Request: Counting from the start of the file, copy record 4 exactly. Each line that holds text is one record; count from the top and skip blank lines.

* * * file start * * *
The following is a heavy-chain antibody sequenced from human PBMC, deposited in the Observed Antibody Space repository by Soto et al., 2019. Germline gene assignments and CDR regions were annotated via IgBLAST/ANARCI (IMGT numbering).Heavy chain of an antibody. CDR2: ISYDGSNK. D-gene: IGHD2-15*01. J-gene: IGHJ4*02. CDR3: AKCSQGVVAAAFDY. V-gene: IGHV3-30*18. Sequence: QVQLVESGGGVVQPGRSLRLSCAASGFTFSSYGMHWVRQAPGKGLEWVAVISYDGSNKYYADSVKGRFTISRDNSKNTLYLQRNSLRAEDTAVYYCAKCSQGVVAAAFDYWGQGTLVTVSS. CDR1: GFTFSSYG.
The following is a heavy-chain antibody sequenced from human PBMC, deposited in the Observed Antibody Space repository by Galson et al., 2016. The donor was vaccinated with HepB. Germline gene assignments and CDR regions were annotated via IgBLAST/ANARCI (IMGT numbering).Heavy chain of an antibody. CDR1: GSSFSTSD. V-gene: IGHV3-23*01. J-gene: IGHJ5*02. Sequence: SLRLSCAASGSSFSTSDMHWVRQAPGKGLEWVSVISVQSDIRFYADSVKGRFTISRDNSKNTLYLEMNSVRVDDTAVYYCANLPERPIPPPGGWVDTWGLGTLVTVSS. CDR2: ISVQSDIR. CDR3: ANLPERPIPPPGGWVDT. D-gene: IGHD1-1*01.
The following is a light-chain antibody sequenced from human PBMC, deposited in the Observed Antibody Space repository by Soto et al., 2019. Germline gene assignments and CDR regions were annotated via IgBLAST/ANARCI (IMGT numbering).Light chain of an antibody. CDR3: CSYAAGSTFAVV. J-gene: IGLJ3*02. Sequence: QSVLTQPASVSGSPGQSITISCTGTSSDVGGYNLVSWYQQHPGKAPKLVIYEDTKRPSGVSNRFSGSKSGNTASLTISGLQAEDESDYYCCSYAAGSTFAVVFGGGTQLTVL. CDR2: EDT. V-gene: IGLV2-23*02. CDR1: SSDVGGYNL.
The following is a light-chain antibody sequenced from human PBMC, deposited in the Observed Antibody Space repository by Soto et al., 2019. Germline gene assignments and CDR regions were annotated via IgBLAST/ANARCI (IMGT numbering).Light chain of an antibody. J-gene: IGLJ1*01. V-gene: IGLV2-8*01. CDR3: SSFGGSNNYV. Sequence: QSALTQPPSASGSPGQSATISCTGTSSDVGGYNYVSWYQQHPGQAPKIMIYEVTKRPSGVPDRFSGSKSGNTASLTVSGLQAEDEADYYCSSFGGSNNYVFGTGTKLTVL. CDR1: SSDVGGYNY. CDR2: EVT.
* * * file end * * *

The following is a light-chain antibody sequenced from human PBMC, deposited in the Observed Antibody Space repository by Soto et al., 2019. Germline gene assignments and CDR regions were annotated via IgBLAST/ANARCI (IMGT numbering).Light chain of an antibody. J-gene: IGLJ1*01. V-gene: IGLV2-8*01. CDR3: SSFGGSNNYV. Sequence: QSALTQPPSASGSPGQSATISCTGTSSDVGGYNYVSWYQQHPGQAPKIMIYEVTKRPSGVPDRFSGSKSGNTASLTVSGLQAEDEADYYCSSFGGSNNYVFGTGTKLTVL. CDR1: SSDVGGYNY. CDR2: EVT.